Friday, August 17, 2007

When shame hides something glorious

Arthur Miller's Missing Act

For all the public drama of Arthur Miller's career—his celebrated plays (including Death of a Salesman and The Crucible), his marriage to Marilyn Monroe, his social activism—one character was absent: the Down-syndrome child he deleted from his life.


Miller's friends say they never understood exactly what happened with Daniel, but the few details they heard were disturbing. Miller had not only erased his son from the public record; he had also cut him out of his private life, institutionalizing him at birth, refusing to see him or speak about him, virtually abandoning him.

Daniel Miller was institutionalized shortly after his birth, and though his mother regularly visited him, his father continued to deny his existence.

And what became of this child whose father was so afraid and ashamed?

By the mid-90s, Daniel was doing so well that he was enrolled in a state-financed "supported-living program" that enabled him to stay in an apartment with a roommate. He still had someone looking in on him once a day, helping him to pay bills and sometimes to cook, but otherwise he was on his own. He had a bank account and a job, first at a local gym and then at a supermarket. He went to parties and concerts, and he loved to go out dancing. He was also a "natural athlete," says one social worker. He learned to ski, and competed in the Special Olympics, in that sport as well as in cycling, track, and bowling. "Everyone loved Danny," says Rich Godbout, who ran the supported living program. "His greatest joy was helping people. He would insist. If someone needed help moving, Danny was always the first guy to volunteer to help." Daniel also joined Starlight and People First, two "self-advocacy" groups that promote the rights of disabled people to govern their own lives. "He wouldn't miss a meeting," says Godbout. In 1993, Daniel attended a ceremony to celebrate the closing of the Mansfield Training School, Southbury's sister institution. Three years later, Southbury came under a federal contempt order, and the question of whether it should be closed became the subject of a fiery political debate that continues today. Jean Bowen, an adviser to People First, remembers hearing Daniel speak out at meetings about his desire to see the institution shut down.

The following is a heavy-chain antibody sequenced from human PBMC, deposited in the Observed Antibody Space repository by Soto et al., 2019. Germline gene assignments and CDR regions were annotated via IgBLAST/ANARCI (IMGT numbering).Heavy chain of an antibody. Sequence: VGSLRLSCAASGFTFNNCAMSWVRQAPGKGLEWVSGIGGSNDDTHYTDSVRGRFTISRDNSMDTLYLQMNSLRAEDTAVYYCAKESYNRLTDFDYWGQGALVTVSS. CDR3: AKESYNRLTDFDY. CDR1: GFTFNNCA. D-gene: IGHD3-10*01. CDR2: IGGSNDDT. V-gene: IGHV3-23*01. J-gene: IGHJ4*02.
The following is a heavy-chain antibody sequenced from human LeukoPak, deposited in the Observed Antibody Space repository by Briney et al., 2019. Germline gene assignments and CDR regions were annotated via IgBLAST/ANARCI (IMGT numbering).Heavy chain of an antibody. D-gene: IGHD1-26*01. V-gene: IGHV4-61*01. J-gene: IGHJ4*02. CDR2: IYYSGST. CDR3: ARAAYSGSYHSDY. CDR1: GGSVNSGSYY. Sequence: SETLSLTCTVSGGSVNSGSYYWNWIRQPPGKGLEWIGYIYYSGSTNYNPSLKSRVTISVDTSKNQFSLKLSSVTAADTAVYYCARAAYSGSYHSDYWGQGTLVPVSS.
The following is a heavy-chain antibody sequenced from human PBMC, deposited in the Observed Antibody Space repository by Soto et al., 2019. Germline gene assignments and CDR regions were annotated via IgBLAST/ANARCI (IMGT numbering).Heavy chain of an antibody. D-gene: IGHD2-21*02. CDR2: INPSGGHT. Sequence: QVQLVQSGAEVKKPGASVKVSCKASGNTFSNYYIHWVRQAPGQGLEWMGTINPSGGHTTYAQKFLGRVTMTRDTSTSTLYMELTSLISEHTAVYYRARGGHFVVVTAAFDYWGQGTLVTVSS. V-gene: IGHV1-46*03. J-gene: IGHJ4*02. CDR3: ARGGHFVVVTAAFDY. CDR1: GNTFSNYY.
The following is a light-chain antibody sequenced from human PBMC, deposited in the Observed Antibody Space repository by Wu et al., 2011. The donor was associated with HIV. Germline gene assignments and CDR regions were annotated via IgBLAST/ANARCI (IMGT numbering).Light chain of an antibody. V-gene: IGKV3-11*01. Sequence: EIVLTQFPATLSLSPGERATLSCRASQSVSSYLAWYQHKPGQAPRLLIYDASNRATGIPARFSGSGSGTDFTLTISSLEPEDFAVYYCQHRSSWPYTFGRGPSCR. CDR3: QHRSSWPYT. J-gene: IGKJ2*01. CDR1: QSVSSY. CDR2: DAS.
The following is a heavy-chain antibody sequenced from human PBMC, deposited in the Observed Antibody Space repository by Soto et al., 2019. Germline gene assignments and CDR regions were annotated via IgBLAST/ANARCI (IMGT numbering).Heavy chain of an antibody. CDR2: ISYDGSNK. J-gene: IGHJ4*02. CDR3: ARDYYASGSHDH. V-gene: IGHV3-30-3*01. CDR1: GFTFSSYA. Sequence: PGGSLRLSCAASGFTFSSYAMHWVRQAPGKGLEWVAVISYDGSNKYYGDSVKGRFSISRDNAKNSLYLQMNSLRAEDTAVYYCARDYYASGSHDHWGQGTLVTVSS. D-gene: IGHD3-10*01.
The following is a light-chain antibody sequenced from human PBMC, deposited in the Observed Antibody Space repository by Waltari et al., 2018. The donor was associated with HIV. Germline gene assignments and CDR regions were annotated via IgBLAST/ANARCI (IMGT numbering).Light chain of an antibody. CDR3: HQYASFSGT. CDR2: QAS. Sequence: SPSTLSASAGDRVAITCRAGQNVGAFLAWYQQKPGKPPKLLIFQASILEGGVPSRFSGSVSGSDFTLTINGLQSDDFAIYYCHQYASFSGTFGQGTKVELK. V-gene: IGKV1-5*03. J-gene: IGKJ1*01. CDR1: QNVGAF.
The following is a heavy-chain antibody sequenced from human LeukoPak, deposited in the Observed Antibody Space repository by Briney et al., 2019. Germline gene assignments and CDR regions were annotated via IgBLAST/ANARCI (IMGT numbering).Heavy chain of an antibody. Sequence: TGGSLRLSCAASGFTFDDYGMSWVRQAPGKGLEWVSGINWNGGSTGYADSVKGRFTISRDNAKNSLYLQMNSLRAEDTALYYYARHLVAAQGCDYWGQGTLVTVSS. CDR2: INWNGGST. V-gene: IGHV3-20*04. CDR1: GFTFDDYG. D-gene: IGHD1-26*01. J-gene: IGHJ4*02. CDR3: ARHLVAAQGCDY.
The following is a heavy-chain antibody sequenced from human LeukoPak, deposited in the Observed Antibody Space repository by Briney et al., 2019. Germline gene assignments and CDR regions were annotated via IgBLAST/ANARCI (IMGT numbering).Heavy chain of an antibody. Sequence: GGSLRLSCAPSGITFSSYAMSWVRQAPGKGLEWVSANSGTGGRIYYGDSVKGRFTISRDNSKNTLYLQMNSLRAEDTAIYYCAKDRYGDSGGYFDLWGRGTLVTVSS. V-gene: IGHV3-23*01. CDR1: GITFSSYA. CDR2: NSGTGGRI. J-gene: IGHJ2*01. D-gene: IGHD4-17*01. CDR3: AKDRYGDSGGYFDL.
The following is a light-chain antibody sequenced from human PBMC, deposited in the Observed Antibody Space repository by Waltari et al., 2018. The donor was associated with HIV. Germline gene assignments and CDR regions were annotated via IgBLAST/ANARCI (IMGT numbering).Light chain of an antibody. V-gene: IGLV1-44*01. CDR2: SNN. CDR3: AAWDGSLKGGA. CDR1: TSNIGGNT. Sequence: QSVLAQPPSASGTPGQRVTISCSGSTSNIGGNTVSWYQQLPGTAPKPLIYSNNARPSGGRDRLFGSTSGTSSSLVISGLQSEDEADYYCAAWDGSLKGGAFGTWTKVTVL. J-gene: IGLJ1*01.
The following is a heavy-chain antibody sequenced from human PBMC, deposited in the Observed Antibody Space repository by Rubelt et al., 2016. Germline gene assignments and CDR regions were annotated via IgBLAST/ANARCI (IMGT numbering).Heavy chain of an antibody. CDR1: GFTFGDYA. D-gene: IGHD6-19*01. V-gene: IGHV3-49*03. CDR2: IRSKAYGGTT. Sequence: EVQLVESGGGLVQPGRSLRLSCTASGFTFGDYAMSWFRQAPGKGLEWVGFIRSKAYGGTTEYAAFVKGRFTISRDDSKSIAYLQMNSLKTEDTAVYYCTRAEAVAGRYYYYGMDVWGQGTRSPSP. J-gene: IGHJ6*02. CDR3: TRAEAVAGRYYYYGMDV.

Shortly before his death, Arthur Miller established a trust fund for Daniel and drafted a will that entitled the child he'd long denied to his full share of the playwright's estate.

Today, Daniel Miller lives with the elderly couple who have long taken care of him, in a sprawling addition to their home that was built especially for him. He continues to receive daily visits from a state social worker, whom he's known for years. Although his father left him enough money to provide for everything he needs, Daniel has kept his job, which he loves and "is very proud of," according to Rebecca, who visits him with her family on holidays and during the summers. "Danny is very much part of our family," she said, and "leads a very active, happy life, surrounded by people who love him."
Some wonder why Arthur Miller, with all his wealth, waited until death to share it with his son. Had he done so sooner, Daniel could have afforded private care and a good education. But those who know Daniel say that this is not how he would feel. "He doesn't have a bitter bone in his body," says Bowen. The important part of the story, she says, is that Danny transcended his father's failures: "He's made a life for himself; he is deeply valued and very, very loved. What a loss for Arthur Miller that he couldn't see how extraordinary his son is."

I'm reversing the order of the original article here, because I think that this, in closing, is what needs to be stressed:

It would be easy to judge Arthur Miller harshly, and some do. For them, he was a hypocrite, a weak and narcissistic man who used the press and the power of his celebrity to perpetuate a cruel lie. But Miller's behavior also raises more complicated questions about the relationship between his life and his art. A writer, used to being in control of narratives, Miller excised a central character who didn't fit the plot of his life as he wanted it to be. Whether he was motivated by shame, selfishness, or fear—or, more likely, all three—Miller's failure to tackle the truth created a hole in the heart of his story. What that cost him as a writer is hard to say now, but he never wrote anything approaching greatness after Daniel's birth. One wonders if, in his relationship with Daniel, Miller was sitting on his greatest unwritten play.

HT: Catholic Fire

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